For years, the primary method of stroke prevention has been the use of a drug more frequently used as a method of killing vermin. Warfarin, commonly known as “rat poison” has been used on patients considered to be at risk of strokes. It has, to the present day, been deemed very effective in doing so due to its blood-thinning capabilities. However, those same capabilities have had some negative results along with the positive ones. Cuts and stomach ulcers have led to excessive bleeding, and certain acidic foods have been known to react badly with it. The search has continued for a stroke prevention drug without the negative effects of Warfarin.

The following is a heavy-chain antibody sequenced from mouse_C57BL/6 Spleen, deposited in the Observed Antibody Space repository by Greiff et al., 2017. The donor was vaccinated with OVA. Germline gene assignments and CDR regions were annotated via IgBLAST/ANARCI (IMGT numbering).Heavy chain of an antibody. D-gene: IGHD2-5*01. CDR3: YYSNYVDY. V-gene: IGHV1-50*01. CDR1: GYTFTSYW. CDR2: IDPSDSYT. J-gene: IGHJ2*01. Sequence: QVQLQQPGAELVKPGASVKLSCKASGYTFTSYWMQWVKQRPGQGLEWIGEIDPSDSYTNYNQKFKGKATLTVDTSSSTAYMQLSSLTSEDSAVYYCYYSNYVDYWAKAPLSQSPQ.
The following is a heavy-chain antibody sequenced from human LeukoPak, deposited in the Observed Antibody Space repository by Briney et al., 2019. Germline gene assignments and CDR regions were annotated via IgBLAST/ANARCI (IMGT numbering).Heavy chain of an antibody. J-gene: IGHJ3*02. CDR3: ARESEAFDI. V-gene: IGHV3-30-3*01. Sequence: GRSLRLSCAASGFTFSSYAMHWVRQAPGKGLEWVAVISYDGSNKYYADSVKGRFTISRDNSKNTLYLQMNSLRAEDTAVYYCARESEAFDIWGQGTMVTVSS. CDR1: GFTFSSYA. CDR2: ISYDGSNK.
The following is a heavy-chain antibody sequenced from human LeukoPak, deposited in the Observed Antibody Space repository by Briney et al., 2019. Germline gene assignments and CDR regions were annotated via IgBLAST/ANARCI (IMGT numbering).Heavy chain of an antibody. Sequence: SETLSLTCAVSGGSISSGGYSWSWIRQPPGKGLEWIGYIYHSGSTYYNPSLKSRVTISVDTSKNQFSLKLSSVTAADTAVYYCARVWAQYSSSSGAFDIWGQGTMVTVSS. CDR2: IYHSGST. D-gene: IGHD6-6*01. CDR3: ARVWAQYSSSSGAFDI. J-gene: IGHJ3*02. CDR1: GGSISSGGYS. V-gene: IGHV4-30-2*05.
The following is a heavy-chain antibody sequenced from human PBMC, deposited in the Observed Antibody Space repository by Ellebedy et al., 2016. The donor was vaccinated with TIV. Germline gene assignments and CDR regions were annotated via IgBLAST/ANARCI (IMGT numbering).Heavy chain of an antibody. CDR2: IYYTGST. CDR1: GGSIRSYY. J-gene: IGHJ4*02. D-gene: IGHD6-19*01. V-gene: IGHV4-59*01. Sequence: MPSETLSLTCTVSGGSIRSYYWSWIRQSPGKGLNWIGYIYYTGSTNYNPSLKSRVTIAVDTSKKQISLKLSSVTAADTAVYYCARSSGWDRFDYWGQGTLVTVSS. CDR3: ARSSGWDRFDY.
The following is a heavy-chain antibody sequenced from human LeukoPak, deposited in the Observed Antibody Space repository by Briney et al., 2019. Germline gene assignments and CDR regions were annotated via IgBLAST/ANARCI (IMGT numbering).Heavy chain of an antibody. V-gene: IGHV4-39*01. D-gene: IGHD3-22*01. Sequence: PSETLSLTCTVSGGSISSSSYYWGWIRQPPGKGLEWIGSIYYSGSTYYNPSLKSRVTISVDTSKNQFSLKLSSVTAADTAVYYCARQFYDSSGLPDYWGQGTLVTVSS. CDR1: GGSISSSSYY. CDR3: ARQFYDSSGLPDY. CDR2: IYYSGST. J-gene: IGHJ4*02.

It seems now as though the search may have raised a preferable alternative. The drug does not suffer from the same side-effects as Warfarin, and additionally has been proven in clinical testing to be 34% more effective in reducing the risk of strokes in patients considered to be at risk. The drug, known as Pradaxa, has seen death rates reduced by 15%. These results come after three years of testing on more than 18,000 patients, over more than forty countries – the largest trial of its kind ever to be carried out.